The Opportunities Party leader Gareth Morgan has come out swinging against the polls, which unanimously report his party polling nowhere near the 5% threshold. He basically says they’re fake news because they (mostly) only poll landlines. He predicts TOP will actually get between 5% and 10% of the party vote and make it into Parliament.
TOP pride themselves on being an evidence-based party. So it behooves us to examine the evidence behind Gareth Morgan’s suggestion that TOP have a real chance of winning representation in Saturday’s election.
Question: Has any party ever achieved what TOP is trying to achieve?
Short answer: No.
Long answer: Only one party has ever won representation under MMP in New Zealand without a sitting electorate MP from a sitting party. That sole exception is ACT, who had several prominent former Labour and National cabinet ministers. That happened in the first MMP election, when everyone and their mum voted minor party.
Not many parties have won representation under MMP in New Zealand, whether through the 5% threshold or local seats. Only one MP has ever won representation for a party that didn’t have an MP elected in 1996 for one party or another: Hone Harawira, for Mana.
Most of the small parties that have won representation have done so via a local seat (Māori, Mana, Progressive, United, ACT, and NZ First have all coat-tailed in). Only 7 parties have ever reached 5%: National, Labour, the Greens, NZ First, ACT, the Alliance, and United Future. The last three have all failed more times than they’ve succeeded and have basically shriveled away to nothing (or, worse, to David Seymour). Scores of parties have failed to reach 5% OR a local seat: the Conservatives, Christian Heritage/Coalition, Legalise Cannabis, Destiny, Outdoor Recreation, Future, etc.
Question: Does the polling suggest TOP have a chance of reaching the 5% threshold?
Short answer: No.
Long answer: No. TOP have never exceeded 2.5%—half the threshold—in either the Radio NZ or the Stuff poll of polls. From information publicly available, their highest poll results are 3% and 3.5%—both on polls leaked from Labour’s internal polling. Most polls have had TOP between 1% and 2%. And their polling isn’t improving—if anything, it’s getting worse.
Question: Might the polling be wrong?
Short answer: Anything is possible, but TOP reaching 5% would require polling error on an unprecedented scale.
Long answer: It’s possible that the polls are wrong. It’s difficult to poll correctly and some error is inevitable. In 2014, in the week leading up to the election, NZ First polled 6.6% on Fairfax-Ipsos (they actually got 8.66%), the Greens polled 14.4% on 3 News-Reid Research (they actually got 10.7%), and the Conservatives polled 3.3% on Herald-Digipoll (they actually got 3.97%).
But polling averages and patterns are more reliable than individual polls. And even the famous polling underestimations of Brexit and Trump were basically within the margins of error. Both outcomes were considered less likely than the alternative but not out of the question. TOP cracking 5% would be way beyond the margin of error and completely bizarre.
Even with the errors cited above, polling averages in NZ in 2014 were reasonably close to the final results. The issue of many polls being landline-based is well-known, but also well-known to the polling companies themselves, and they have ways to correct for landline misrepresentation (and their relative accuracy last election shows they do pretty well at it). No party shot up to more than double its polling average on election day. If this happened for TOP, it would be polling error on an unprecedented scale.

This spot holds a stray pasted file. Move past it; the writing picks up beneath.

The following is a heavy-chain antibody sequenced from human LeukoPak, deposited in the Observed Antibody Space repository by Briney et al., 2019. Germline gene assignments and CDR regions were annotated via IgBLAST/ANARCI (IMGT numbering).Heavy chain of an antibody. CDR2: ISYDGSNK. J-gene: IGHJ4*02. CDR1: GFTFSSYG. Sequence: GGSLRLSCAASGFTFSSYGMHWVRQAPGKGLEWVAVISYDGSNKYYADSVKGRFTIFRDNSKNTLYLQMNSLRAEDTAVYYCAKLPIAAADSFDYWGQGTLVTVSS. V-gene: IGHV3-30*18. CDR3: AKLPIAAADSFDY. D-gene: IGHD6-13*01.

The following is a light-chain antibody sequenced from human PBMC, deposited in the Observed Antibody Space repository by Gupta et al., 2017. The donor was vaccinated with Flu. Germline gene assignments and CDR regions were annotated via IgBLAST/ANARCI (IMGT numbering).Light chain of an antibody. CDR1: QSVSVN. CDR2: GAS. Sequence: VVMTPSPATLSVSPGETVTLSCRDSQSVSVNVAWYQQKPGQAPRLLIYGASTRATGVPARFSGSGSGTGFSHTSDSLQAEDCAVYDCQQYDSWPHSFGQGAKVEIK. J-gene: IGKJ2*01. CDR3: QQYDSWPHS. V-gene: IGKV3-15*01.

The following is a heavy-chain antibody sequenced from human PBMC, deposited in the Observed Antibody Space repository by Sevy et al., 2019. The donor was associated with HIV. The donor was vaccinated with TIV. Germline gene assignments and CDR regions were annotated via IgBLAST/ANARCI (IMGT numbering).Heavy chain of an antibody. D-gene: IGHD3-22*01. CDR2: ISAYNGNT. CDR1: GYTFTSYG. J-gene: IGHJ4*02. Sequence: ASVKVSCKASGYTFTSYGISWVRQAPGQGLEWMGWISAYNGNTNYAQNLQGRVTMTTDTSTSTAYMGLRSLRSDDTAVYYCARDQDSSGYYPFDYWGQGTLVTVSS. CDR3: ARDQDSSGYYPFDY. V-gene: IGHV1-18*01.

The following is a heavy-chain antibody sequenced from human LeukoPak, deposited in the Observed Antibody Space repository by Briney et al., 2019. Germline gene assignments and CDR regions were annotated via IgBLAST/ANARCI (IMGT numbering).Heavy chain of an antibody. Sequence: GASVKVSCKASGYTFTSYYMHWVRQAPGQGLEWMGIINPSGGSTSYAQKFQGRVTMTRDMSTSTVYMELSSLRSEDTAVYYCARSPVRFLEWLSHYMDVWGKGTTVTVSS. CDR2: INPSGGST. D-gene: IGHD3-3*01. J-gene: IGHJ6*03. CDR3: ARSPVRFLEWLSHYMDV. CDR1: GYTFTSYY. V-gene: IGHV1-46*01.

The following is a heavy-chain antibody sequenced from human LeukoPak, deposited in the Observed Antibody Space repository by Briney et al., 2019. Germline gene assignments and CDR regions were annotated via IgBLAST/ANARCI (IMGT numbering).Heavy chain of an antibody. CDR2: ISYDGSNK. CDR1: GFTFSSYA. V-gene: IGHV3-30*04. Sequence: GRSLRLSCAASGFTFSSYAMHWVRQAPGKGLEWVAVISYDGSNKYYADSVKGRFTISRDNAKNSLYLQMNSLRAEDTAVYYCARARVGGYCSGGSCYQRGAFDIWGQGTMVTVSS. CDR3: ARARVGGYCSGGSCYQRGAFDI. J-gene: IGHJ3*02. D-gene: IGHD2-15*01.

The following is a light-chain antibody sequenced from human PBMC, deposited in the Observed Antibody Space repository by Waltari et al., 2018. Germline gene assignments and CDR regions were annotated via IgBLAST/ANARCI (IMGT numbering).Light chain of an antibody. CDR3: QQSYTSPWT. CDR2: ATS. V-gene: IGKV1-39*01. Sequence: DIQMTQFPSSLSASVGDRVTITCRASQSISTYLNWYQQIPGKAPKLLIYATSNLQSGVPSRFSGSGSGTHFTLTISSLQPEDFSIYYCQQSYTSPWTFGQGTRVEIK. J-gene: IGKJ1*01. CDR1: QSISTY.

Question: NZ First unexpectedly came back in 2011; could TOP do something like that?
Short answer: This situation isn’t comparable to that.
Long answer: In 2011, NZ First shot up in the polls after Winston capitalised on the Teapot Tapes scandal. Before TeapotGate, NZ First were polling only a bit better than what TOP are polling now. After TeapotGate, their numbers shot up. In the last set of polls before the election, they were above 4% in every poll except Reid Research (generally an inaccurate poll), and at 6.5% on Roy Morgan. They actually got 6.59%. It’s also worth remembering that NZ First were an established party who have never polled below 4% in any election since MMP begam.
There is no indication of any one-off event that’s going to shoot TOP up in the polls. (In fact, the Gareth Morgan Attention Meter has been at dangerously low levels for weeks and has now dropped to zero.) It’s still theoretically possible that such an event could happen in the next four days, but TOP would have to rise further and faster than NZ First did to crack 5%.
Question: Could TOP win a local seat?
Short answer: There is no evidence to suggest they will come close to winning any local seat. Morgan might have had a chance, but he isn’t standing in a local seat.
Long answer: In a “major campaign shift” after voting already began, TOP have started pleading for local votes in 13 seats, as an alternative route to representation as the hope of reaching 5% slips away. But it’s too little, too late. Winning a local seat when you’re not one of the big two parties is extremely difficult. It takes a concerted effort, not a last-minute plea for Grant Robertson’s votes.
Anyway, there’s no polling evidence (or any evidence) indicating that any TOP candidate has any hope of winning any local seat.
This is a good time to remind ourselves that no new party has ever won a local seat (or any seat) without a sitting MP or some high-profile former cabinet ministers. Gareth Morgan could have been the first exception to this, because he has a high profile and a lot of resources. But for some reason he declined to stand in a local seat—he’s a list-only candidate.
Question: Is this a good year for a minor party to achieve the never-before-achieved?
Short Answer: No—on current polling this will be the worst MMP election ever for minor parties.